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Rethinking the War on Terror, with the help of science

By Robert Gebelhoff | February 03, 2017

Robert Gebelhoff. 2017. Rethinking the War on Terror, with the help of science. Washington Post. February 3.
[interview with Minerva-funded researcher Scott Atran]

We generally don’t think of fighting terror as an academic exercise. But for Scott Atran, an author and anthropologist who conducts field research on extremist groups on the front lines of battle, science is a crucial element in our ability to stem violent extremism.

Atran, who has academic positions at a number of institutions, including Oxford University, the University of Michigan and France’s National Center for Scientific Research, published an essay last week in the journal Science advocating for a more scientific and research-based approach to preventing terrorism across the globe.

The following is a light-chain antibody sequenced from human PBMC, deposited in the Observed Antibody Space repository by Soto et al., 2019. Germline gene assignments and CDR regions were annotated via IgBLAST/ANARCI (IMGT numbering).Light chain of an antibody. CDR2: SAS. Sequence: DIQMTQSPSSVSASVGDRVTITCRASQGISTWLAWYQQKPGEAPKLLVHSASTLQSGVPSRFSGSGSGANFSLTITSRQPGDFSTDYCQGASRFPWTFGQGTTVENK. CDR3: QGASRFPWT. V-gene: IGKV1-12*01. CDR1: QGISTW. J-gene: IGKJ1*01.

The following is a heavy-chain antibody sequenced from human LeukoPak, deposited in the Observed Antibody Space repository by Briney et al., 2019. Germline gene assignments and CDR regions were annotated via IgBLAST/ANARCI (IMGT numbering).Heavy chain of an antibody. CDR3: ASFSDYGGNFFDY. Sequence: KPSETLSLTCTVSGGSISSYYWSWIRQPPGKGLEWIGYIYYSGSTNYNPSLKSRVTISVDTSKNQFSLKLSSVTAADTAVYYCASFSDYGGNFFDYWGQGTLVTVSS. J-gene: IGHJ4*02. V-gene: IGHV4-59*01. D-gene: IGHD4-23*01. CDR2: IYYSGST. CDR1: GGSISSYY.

Atran has argued that the intelligence community and the national security apparatus are not designed to carry out long-term policies that would prevent violent extremism. He stresses that without field research in conflict zones geared toward understanding how and why people become radicalized, we’ll never have a coherent strategy to prevent attacks.

Below is a transcript of an interview with Atran, edited for clarity and brevity.

In Theory: Many people in the U.S. are attracted to campaign-style promises to, as Sen. Ted Cruz said, “carpet bomb” the Islamic State until we find out whether “sand can glow.” How do we convince people that a measured, evidence-based approach is the right way to address violent extremism?

Scott Atran: It’s very had to do with just evidence. Never in history have so few people with so few means caused so much fear. I mean, the Belgian army could defeat the Islamic State if it was simply a matter of material firepower and manpower. There’s no attempt to really take what is involved seriously: Who are these people? Why do they do what they do? Why now?...